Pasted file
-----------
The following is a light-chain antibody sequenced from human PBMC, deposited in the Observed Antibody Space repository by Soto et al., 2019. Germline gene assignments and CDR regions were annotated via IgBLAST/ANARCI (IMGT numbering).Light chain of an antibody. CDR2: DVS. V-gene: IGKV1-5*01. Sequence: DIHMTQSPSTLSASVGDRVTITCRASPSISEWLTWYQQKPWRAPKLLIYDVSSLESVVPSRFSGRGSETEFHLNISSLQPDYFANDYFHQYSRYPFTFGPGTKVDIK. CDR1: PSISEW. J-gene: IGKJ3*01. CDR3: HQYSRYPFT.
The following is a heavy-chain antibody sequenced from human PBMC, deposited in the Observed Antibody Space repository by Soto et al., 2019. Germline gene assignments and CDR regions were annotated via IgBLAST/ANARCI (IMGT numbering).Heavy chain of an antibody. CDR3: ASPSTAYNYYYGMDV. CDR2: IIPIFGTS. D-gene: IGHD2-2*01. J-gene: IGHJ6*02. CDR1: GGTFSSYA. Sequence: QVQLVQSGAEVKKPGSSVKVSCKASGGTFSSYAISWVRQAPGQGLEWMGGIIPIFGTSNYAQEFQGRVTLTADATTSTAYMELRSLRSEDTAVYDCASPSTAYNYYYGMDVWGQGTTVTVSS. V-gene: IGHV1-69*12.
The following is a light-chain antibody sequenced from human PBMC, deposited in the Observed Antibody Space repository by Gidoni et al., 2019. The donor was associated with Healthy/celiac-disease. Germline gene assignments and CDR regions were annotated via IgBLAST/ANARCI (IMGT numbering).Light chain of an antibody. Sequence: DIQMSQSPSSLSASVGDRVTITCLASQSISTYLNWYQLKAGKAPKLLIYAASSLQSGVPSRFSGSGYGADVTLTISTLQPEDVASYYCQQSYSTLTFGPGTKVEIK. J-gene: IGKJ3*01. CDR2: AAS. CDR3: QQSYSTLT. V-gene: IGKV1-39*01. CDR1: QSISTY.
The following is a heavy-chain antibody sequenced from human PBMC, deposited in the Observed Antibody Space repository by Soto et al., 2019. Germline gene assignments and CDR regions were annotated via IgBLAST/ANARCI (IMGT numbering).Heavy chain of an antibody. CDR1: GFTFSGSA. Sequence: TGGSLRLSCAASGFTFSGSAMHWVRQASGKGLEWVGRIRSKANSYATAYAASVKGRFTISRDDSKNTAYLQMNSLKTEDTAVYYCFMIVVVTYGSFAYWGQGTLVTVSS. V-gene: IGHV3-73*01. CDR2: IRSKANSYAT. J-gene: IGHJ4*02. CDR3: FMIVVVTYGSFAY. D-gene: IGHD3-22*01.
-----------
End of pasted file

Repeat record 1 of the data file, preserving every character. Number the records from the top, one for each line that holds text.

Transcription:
The following is a light-chain antibody sequenced from human PBMC, deposited in the Observed Antibody Space repository by Soto et al., 2019. Germline gene assignments and CDR regions were annotated via IgBLAST/ANARCI (IMGT numbering).Light chain of an antibody. CDR2: DVS. V-gene: IGKV1-5*01. Sequence: DIHMTQSPSTLSASVGDRVTITCRASPSISEWLTWYQQKPWRAPKLLIYDVSSLESVVPSRFSGRGSETEFHLNISSLQPDYFANDYFHQYSRYPFTFGPGTKVDIK. CDR1: PSISEW. J-gene: IGKJ3*01. CDR3: HQYSRYPFT.